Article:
Over the years we’ve had countless women shopping for the men in their lives (and even the occasional man) inquire about which of our regimens are best suited to male skin. It seems that men’s skin care options remain limited to chemical-laden products and higher-end products with questionable efficaciousness. Somewhere between a lack of products designed to fit into a man’s lifestyle and an absence of education around men’s skin health, most men either don’t know—or think they’re not supposed to care—about their skin.
Many of us may have long assumed that skin is skin, but actually, men’s skin differs from women’s in a number of ways, mainly due to hormonal differences. During puberty, a sharp rise in androgens such as testosterone stimulate oil gland activity. Though males and females can experience problems with acne as teenagers, severe or cystic acne is almost exclusively a male hormone, androgen-related problem. Once the pubertal crisis has been weathered men produce testosterone in amounts that pay off in adulthood by keeping their skin relatively pimple and wrinkle-free.
In fairness, though, it’s not all rainbows and unicorns for men. Let’s take a look at some of the skin issues that are exclusively male.
Hormonal differences go a long way in explaining why men and women experience acne differently. The cells in a man’s sebaceous glands have more androgen receptors, which leads to greater sebum production. When men struggle with acne after their teens it is probably due to excess sebum production. (This is an ongoing event, so men's adult acne is usually chronic.) Men also have more sebaceous glands, so their acne tends to be either all over the face or all over the back and neck. Women, by contrast, generally have periodic breakouts often limited to single areas like the jawline, cheeks and chin.
Two types of testosterone, testosterone and dihydrotestosterone (DHT), govern beard growth; testosterone primes the hair follicle and DHT promotes linear growth of the hair within the follicle. Given the connection between sebum production and testosterone, it is not surprising that men with heavy beards often experience beard acne—pimples that may or may not show under the beard. Acne can make beard maintenance difficult and shaving even more problematic.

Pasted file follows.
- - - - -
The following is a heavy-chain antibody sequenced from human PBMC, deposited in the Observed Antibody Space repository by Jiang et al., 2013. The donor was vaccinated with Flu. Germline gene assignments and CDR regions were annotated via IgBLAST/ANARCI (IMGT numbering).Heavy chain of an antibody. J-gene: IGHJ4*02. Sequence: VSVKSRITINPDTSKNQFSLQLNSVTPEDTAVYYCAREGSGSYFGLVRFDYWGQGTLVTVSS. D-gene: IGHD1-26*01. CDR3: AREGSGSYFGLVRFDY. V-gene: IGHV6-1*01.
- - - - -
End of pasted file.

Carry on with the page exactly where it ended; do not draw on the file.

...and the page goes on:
Sore red bumps that appear after shaving may look like acne but could actually be folliculitis—AKA razor bumps, shaving rash or barber’s itch. These are a common occurrence following improper waxing or shaving, increasing the numbers of damaged follicles and/or ingrown hairs. The good news is that male acne and razor bumps often respond well to treatments with salicylic acid. SA dissolves matter in blocked pores from the outside in, so it works whether the congestion is a result of acneic comedos or ingrown hairs.
If bearded, defend your skin against beard acne by washing with a salicylic acid cleanser twice a day. If clean-shaven, prep the skin before shaving with SA, and follow with a SA aftershave tonic.
Sebaceous glands are also at play in a type of rosacea that only affects men called rhinophyma. In this the type of rosacea the skin of the nose thickens and the nose becomes bulbous and bright red. W.C. Fields had it, Bill Clinton has it—but it is not, as was previously thought, related to drinking alcohol. It is conjectured that this condition is, like sebum production, controlled by androgen.
For men with chronic facial redness due to rosacea, a zinc oxide only sunscreen can make all the difference. 80% of rosacea flare-ups (the sudden flushing that turns the skin bright red and seems to take forever to recede) are caused by sun exposure, so sunscreen is your best bet for minimizing flushing episodes. Zinc oxide is anti-inflammatory and often you can feel the relief immediately.
These Skin Cancer Foundation statistics paint a grim picture of melanoma, the most deadly form of skin cancer. They are especially disturbing when it comes to men. Men between the ages of 15 to 39 are more than twice as likely to die of melanoma as their female peers, and the American Academy of Dermatology estimates that this year, melanoma will kill 6,470 men—and half as many women. However, using a sunscreen of SPF 15 daily reduces melanoma risk by 50%. No doubt, the single most important thing that men can—and should—do daily for their skin is use a sunscreen.
This all goes to show that skin health—especially sun protection—should be a very real priority for both men and women. By learning to understand their skin’s needs and incorporating safe, effective products and practices, men can change their skin health—and their health in general.
As clients seeking male-focused skin care came in throughout the years, Marie began formulating small batch products for them—and they kept coming back for more. And thus, Louis Pierre was born. The approach is straightforward: five essential products that are designed specifically for men’s skin needs and easily integrated into their lifestyle.